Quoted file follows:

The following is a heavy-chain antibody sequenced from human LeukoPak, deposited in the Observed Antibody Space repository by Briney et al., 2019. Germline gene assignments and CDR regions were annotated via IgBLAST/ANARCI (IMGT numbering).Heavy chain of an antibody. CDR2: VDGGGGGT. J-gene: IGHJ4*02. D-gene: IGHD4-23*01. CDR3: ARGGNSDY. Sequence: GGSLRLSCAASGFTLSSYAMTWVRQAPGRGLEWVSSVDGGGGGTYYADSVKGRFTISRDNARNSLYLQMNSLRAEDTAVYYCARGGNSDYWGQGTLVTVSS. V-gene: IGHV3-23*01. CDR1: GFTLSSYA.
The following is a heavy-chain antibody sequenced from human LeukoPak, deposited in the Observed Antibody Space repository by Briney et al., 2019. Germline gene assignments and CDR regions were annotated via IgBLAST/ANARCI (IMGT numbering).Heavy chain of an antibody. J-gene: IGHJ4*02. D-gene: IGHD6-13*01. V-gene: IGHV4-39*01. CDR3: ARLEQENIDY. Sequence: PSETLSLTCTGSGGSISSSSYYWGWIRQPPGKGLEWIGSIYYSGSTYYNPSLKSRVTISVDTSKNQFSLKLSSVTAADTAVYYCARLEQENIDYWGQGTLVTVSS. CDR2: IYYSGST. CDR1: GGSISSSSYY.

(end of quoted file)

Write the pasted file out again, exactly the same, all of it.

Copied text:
The following is a heavy-chain antibody sequenced from human LeukoPak, deposited in the Observed Antibody Space repository by Briney et al., 2019. Germline gene assignments and CDR regions were annotated via IgBLAST/ANARCI (IMGT numbering).Heavy chain of an antibody. CDR2: VDGGGGGT. J-gene: IGHJ4*02. D-gene: IGHD4-23*01. CDR3: ARGGNSDY. Sequence: GGSLRLSCAASGFTLSSYAMTWVRQAPGRGLEWVSSVDGGGGGTYYADSVKGRFTISRDNARNSLYLQMNSLRAEDTAVYYCARGGNSDYWGQGTLVTVSS. V-gene: IGHV3-23*01. CDR1: GFTLSSYA.
The following is a heavy-chain antibody sequenced from human LeukoPak, deposited in the Observed Antibody Space repository by Briney et al., 2019. Germline gene assignments and CDR regions were annotated via IgBLAST/ANARCI (IMGT numbering).Heavy chain of an antibody. J-gene: IGHJ4*02. D-gene: IGHD6-13*01. V-gene: IGHV4-39*01. CDR3: ARLEQENIDY. Sequence: PSETLSLTCTGSGGSISSSSYYWGWIRQPPGKGLEWIGSIYYSGSTYYNPSLKSRVTISVDTSKNQFSLKLSSVTAADTAVYYCARLEQENIDYWGQGTLVTVSS. CDR2: IYYSGST. CDR1: GGSISSSSYY.